Haibane Renmei Vol. #2 - Mania.com

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  • Audio Rating: B+
  • Video Rating: A
  • Packaging Rating: N/A
  • Menus Rating: B
  • Extras Rating: B
  • Age Rating: 12 & Up
  • Region: 2 - Europe
  • Released By: MVM Entertainment
  • MSRP: £19.99
  • Running time: 75
  • Aspect Ratio: 1.78:1 Anamorphic Widescreen
  • Disc Resolution: 480i/p (mixed/unknown)
  • Disc Encoding: MPEG-2
  • Series: Haibane Renmei

Haibane Renmei Vol. #2

By Kim Wolstenholme     June 22, 2005
Release Date: June 13, 2005

Haibane Renmei Vol. #2
© MVM Entertainment

What They Say
Rakka works with Nemu at the library to find her place in life and renews her curiosity about the outside world. Kuu, a younger Haibane who is normally bright and cheerful, helps Rakka find her place in the Old Home, but then becomes subdued and her halo begins to fade! Rakka’s worries become a desperate search when Kuu goes missing – is this related to the “Day of Flight”? Overwhelmed with sadness, Rakka is further shocked by a revelation about Reki’s past.


05: Library, Abandoned Factory, The Beginning of the World
06: End of Summer, Rain, Loss
07: Scar, Illness, Arrival of Winter

The Review!
The second disk of Haibane Renmei continues in the same vein as the first, with Rakka still coming to terms with her surroundings.


There are a choice of two audio tracks, Japanese 2.0 and English 2.0. I watched the show in its entirety in Japanese and noticed no problems. The dialogue comes across crisp and clear from the centre speakers, while the left and right front speakers are used occasionally for sound effects and music. I also spot checked the English track and noticed no problems with this option either.


Haibane Renmei is presented in its original aspect ration of 1.78:1 and is enhanced for widescreen TVs. The picture quality is what you would expect for a newish show and I noticed no major problems with the picture quality.


No packaging was available as only a review disk was supplied.


The menu starts with the Haibane Renmei logo with feathers flying across the screen, this then segues into a static picture of the Old Home seen from the outside. The title music plays over the menu and the options are to the left of the screen. Sub menus are silent but each menu option can be accessed quickly. Overall, it’s not a particularly exciting menu, but it’s perfectly functional.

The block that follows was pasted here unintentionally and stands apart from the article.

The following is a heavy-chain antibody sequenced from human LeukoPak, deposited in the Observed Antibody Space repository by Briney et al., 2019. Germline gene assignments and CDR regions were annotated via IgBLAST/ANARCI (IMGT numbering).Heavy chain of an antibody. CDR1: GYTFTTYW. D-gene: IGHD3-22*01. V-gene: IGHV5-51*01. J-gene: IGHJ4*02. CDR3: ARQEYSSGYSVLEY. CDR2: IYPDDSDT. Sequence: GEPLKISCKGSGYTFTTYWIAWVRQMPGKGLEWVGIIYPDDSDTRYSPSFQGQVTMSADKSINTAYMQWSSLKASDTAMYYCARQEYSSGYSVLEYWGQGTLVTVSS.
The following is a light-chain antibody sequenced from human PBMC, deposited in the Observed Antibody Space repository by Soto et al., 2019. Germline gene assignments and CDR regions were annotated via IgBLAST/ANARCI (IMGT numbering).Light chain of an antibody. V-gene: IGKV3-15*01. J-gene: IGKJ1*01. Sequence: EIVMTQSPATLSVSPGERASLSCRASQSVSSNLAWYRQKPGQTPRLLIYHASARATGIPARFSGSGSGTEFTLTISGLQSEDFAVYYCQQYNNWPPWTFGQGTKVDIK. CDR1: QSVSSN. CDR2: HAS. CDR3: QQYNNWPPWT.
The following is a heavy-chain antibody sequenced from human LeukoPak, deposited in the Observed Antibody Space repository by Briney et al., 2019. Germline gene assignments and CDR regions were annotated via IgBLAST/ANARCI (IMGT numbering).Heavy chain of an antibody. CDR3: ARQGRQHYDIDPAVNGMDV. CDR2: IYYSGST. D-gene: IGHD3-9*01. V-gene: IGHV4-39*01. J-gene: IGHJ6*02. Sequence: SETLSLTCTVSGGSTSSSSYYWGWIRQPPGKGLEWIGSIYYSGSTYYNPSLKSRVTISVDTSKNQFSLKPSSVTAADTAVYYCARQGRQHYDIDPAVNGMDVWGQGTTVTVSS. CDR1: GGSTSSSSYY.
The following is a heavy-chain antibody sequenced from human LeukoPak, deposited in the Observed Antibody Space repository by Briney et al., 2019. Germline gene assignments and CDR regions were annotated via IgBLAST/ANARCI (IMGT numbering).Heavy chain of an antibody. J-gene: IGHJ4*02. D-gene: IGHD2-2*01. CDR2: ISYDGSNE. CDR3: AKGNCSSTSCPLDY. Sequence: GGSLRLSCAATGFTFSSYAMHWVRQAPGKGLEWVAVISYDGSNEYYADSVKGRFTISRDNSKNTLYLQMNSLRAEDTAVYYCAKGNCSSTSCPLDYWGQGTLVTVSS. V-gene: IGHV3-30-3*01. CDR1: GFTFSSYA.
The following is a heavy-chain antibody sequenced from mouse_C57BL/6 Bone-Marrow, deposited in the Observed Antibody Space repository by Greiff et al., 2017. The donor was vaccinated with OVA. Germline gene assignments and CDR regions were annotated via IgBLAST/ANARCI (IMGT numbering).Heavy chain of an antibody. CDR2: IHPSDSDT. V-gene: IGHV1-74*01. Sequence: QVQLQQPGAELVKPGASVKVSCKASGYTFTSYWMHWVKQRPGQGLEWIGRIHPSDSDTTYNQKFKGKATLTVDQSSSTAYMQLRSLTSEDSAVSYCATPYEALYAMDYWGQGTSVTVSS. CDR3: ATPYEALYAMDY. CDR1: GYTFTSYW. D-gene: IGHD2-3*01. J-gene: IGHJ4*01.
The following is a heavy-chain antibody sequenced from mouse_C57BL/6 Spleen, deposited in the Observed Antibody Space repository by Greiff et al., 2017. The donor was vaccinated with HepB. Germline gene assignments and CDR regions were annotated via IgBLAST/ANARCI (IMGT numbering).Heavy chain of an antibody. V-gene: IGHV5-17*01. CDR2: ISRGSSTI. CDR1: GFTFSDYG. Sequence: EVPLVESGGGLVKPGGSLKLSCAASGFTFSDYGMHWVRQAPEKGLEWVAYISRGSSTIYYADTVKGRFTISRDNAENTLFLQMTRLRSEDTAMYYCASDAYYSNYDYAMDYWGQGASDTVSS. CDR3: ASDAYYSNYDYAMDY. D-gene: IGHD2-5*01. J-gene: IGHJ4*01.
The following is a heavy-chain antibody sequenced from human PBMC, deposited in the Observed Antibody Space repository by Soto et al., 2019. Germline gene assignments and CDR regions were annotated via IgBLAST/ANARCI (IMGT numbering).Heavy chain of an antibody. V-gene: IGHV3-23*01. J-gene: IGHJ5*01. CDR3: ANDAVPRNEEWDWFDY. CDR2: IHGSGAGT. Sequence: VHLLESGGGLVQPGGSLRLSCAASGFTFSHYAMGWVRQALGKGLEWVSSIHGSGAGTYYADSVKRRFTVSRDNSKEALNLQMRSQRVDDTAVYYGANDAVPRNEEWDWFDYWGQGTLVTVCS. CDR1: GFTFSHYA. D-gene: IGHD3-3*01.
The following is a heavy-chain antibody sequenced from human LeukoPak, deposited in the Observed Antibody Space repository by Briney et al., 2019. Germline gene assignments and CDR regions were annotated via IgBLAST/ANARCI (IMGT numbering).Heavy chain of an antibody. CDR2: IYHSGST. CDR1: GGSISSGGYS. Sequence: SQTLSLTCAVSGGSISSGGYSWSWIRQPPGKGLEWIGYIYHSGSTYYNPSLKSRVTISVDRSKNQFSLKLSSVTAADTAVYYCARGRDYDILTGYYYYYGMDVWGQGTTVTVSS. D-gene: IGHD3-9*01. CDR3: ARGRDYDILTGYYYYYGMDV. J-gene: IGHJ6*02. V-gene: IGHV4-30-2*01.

To kick off the extras on the second disk we have the clean closing credits, followed by a couple of TV commercials for the DVD release that were aired in Japan. Next we have the Art Gallery, a series of 44 design sketches for the show. Unfortunately these have to be manually selected which means that you’ll need to keep your DVD remote handy when you select this option. This time round the sketches are more focused around objects found in the show with some sketches of the Old Home thrown in for good measure.

Next we have the Episode Previews, as noted in my last review these were never originally aired with the episodes so they are included as an extra here. Previews for episodes 6, 7 and 8 are included. Finally we have the MVM previews, this time for Gungrave and ROD the TV.

Content: (please note that content portions of a review will contain spoilers)

The first disk of Haibane Renmei introduced the world that Rakka, a newborn Haibane, found herself in. Following Rakka through her first few weeks as a Haibane the first four episodes set out the basics for the series, mainly setting and character. With the setting for the series now established the second disk concentrates on the characters in the series, and manages to pack quite an emotional punch.